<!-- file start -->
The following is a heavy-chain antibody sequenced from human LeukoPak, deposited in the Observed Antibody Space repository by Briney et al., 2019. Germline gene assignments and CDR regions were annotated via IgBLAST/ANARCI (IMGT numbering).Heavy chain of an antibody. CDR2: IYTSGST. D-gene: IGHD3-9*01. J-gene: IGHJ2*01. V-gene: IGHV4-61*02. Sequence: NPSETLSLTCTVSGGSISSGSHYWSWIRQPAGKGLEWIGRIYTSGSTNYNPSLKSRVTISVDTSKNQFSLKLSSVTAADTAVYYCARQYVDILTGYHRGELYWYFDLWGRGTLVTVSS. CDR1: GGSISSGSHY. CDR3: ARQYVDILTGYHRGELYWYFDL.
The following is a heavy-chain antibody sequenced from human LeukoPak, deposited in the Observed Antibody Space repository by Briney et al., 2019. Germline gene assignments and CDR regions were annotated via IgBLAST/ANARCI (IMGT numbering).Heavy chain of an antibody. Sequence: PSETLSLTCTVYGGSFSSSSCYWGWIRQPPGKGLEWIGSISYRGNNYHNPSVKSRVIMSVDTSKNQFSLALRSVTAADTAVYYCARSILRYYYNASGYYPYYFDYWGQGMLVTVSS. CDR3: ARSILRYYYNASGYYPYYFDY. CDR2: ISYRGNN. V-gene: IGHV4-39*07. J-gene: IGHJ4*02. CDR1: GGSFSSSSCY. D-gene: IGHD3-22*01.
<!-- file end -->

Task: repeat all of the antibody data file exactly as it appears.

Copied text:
The following is a heavy-chain antibody sequenced from human LeukoPak, deposited in the Observed Antibody Space repository by Briney et al., 2019. Germline gene assignments and CDR regions were annotated via IgBLAST/ANARCI (IMGT numbering).Heavy chain of an antibody. CDR2: IYTSGST. D-gene: IGHD3-9*01. J-gene: IGHJ2*01. V-gene: IGHV4-61*02. Sequence: NPSETLSLTCTVSGGSISSGSHYWSWIRQPAGKGLEWIGRIYTSGSTNYNPSLKSRVTISVDTSKNQFSLKLSSVTAADTAVYYCARQYVDILTGYHRGELYWYFDLWGRGTLVTVSS. CDR1: GGSISSGSHY. CDR3: ARQYVDILTGYHRGELYWYFDL.
The following is a heavy-chain antibody sequenced from human LeukoPak, deposited in the Observed Antibody Space repository by Briney et al., 2019. Germline gene assignments and CDR regions were annotated via IgBLAST/ANARCI (IMGT numbering).Heavy chain of an antibody. Sequence: PSETLSLTCTVYGGSFSSSSCYWGWIRQPPGKGLEWIGSISYRGNNYHNPSVKSRVIMSVDTSKNQFSLALRSVTAADTAVYYCARSILRYYYNASGYYPYYFDYWGQGMLVTVSS. CDR3: ARSILRYYYNASGYYPYYFDY. CDR2: ISYRGNN. V-gene: IGHV4-39*07. J-gene: IGHJ4*02. CDR1: GGSFSSSSCY. D-gene: IGHD3-22*01.